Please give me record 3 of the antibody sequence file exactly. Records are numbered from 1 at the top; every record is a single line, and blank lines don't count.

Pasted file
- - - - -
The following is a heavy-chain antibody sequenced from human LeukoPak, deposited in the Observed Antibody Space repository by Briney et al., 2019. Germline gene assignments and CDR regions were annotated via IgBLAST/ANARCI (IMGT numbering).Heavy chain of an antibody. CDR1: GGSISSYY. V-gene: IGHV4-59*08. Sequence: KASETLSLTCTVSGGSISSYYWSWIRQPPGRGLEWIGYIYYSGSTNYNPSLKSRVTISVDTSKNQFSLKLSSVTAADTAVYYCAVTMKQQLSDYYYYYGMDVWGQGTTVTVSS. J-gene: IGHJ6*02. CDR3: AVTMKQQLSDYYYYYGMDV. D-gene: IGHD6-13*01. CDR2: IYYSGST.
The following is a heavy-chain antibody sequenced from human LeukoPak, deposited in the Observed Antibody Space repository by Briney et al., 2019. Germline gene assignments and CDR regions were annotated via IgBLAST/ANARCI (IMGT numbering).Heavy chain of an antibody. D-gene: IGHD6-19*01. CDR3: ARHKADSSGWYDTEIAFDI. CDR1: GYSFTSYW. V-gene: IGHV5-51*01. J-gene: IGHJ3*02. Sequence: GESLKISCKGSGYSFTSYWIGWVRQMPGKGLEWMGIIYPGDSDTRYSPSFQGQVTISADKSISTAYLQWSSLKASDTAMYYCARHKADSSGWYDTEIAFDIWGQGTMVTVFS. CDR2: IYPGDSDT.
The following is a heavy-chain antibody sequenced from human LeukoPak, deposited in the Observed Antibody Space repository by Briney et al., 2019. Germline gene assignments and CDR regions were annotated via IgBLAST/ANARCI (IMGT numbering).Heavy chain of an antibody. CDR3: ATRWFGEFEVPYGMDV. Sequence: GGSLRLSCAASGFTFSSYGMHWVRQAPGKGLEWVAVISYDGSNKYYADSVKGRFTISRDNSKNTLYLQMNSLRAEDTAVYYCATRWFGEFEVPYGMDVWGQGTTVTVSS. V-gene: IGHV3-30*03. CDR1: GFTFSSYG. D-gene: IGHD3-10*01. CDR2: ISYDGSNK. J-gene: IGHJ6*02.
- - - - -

The following is a heavy-chain antibody sequenced from human LeukoPak, deposited in the Observed Antibody Space repository by Briney et al., 2019. Germline gene assignments and CDR regions were annotated via IgBLAST/ANARCI (IMGT numbering).Heavy chain of an antibody. CDR3: ATRWFGEFEVPYGMDV. Sequence: GGSLRLSCAASGFTFSSYGMHWVRQAPGKGLEWVAVISYDGSNKYYADSVKGRFTISRDNSKNTLYLQMNSLRAEDTAVYYCATRWFGEFEVPYGMDVWGQGTTVTVSS. V-gene: IGHV3-30*03. CDR1: GFTFSSYG. D-gene: IGHD3-10*01. CDR2: ISYDGSNK. J-gene: IGHJ6*02.